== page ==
When thinking about privacy on cloud storage services it is helpful to look at two different aspects: the data you store there, and the personal data you provide or that they can gather in the normal course of doing business.
Data you store
Since the data you store in Tresors is encrypted on your device, is encrypted in transit between your device and Tresorit servers, and remains encrypted while on their servers, that data is private. However, to make the Tresor system work, the company collects some data about your Tresors, including the name of the Tresor, its size, and the names of the members. Only you, people you share Tresor access with, and any Recovery Administrators can read it.
They may share any such data with third-parties, government officials, and anyone else they think they need to in order to protect their “…legal rights interests and the interests of others…”
Note: In terms of privacy, we generally recommend using a good VPN service to conceal your IP address and location from third parties.
Tresorit breaks up its plans into two broad categories: For individuals, and For teams. Note that all Tresorit plans are zero-knowledge, end-to-end encrypted, meaning that not even Tresorit can read what you store in your Tresors.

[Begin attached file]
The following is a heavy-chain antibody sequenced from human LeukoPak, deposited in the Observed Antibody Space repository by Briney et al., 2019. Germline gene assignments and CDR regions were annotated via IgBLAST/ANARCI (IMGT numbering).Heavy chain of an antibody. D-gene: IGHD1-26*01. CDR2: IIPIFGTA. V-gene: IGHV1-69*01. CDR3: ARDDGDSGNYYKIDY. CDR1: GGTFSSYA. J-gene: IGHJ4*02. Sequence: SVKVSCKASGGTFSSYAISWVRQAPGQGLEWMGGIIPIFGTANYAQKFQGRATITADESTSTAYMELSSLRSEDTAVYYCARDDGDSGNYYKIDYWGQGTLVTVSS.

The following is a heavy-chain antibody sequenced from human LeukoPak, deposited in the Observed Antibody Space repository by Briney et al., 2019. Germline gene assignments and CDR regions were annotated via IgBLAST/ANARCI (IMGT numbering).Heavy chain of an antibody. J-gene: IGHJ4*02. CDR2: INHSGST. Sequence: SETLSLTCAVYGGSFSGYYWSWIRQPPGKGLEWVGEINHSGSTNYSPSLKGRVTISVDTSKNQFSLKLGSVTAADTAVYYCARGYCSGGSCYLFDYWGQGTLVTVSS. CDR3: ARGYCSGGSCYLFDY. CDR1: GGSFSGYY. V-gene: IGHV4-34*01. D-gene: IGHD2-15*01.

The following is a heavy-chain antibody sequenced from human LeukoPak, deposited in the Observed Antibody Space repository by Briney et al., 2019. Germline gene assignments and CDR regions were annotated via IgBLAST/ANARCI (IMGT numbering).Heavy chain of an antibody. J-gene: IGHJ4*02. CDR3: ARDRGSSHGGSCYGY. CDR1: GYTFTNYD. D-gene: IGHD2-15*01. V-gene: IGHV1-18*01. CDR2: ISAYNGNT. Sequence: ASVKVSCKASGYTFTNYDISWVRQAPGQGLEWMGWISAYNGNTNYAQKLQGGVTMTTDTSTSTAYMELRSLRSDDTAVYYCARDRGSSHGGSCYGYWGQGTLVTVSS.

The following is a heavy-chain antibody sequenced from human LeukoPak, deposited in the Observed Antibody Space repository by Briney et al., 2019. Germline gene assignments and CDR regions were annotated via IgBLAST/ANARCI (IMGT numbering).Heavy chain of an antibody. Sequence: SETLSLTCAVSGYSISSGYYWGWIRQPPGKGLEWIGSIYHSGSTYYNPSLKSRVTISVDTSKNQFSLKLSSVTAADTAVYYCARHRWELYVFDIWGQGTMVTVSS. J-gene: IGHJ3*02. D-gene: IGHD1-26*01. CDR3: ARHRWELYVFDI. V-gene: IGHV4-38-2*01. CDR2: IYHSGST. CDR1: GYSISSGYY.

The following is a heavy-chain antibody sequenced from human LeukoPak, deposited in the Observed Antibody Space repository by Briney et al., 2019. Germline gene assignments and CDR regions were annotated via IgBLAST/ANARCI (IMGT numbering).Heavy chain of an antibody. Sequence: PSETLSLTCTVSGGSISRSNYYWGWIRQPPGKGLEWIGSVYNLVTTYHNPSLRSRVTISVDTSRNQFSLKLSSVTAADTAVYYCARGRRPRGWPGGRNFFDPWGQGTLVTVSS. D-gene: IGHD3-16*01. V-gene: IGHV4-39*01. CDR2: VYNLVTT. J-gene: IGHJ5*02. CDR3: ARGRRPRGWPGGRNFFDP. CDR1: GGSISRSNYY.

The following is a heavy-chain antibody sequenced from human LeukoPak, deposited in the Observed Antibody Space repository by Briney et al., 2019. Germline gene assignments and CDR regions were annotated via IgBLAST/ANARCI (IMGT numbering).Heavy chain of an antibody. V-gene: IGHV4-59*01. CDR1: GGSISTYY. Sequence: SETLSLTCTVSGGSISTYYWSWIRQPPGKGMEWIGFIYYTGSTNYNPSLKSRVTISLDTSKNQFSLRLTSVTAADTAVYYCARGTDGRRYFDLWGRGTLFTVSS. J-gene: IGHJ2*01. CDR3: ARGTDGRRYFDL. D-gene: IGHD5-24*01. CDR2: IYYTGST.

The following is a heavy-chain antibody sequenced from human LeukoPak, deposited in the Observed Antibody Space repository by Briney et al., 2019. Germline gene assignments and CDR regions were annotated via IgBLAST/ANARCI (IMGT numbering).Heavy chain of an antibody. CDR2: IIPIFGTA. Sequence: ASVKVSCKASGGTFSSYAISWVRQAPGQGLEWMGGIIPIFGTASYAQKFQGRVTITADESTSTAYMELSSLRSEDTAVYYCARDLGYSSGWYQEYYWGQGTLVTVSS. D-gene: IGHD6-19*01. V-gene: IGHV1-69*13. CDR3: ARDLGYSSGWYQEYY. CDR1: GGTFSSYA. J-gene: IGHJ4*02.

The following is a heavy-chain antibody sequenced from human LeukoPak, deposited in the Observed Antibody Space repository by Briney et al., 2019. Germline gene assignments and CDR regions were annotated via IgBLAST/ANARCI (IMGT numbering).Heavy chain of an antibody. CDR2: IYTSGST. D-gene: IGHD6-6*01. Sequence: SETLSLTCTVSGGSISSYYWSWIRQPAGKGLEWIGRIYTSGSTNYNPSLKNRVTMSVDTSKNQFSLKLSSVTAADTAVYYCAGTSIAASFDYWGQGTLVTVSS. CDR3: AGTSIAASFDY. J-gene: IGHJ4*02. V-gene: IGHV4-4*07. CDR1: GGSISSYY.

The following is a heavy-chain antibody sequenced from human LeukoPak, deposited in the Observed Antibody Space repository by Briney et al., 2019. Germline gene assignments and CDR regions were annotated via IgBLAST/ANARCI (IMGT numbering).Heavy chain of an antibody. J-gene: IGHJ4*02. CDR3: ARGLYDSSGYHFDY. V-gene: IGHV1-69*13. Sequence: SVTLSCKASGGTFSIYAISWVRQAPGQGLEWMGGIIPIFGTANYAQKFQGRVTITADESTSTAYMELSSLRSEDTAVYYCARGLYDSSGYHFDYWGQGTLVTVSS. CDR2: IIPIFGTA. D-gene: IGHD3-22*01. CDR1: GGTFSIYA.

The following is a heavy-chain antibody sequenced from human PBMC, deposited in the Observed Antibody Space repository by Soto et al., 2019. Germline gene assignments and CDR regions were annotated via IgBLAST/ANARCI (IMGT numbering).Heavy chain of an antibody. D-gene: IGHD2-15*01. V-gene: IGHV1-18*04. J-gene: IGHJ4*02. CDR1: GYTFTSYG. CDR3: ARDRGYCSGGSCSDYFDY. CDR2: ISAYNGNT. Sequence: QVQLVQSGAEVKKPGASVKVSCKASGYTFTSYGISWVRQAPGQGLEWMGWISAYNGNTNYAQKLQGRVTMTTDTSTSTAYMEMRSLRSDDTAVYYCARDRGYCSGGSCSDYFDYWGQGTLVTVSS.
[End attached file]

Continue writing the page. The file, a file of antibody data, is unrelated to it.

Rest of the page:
Tresorit Individual plans
There are now four individual plans: Send, Basic, Premium, and Solo. Yes, I know that you don’t see the Basic plan here. I’ll explain how to get to it in a minute.
This isn’t actually a Tresorit plan like those we have been discussing here. Instead, it is a free tool for sending large files or files (up to 5 GB), with encryption and other security features that put it ahead of competitors like WeTransfer and Hightail.
This is Tresorit’s entry-level plan. It is somewhat limited, in that you can only install it on two devices and have access to a total of three simultaneous tresors. But beyond that, it is pretty impressive, giving you 3 GB of storage, file sharing (50 links per month, 250 MB per link), synchronization between devices, and offline access to your data.
But the question remains: how do you get Tresorit Basic? As the company explains here, Tresorit Basic is what you get when you take the free 14-day trial of either Premium, Solo, or Business plans, but cancel before the trial period ends. In that case, instead of booting you out of the system altogether, the company converts your trial subscription into a Tresorit Basic subscription.
Premium: $10.42/month, billed annually; $12.50 per month, billed monthly
If you like what Tresorit offers, but the Basic plan is too limited for you, the Premium plan gives you a step up in features and capabilities. It gives you everything that is in the Basic plan, syncs up to 5 devices and gives you 500 GB of file storage. With this plan you also get Tresorit for Outlook and Gmail, a rolling activity log that lets you track changes and restore previous versions of files.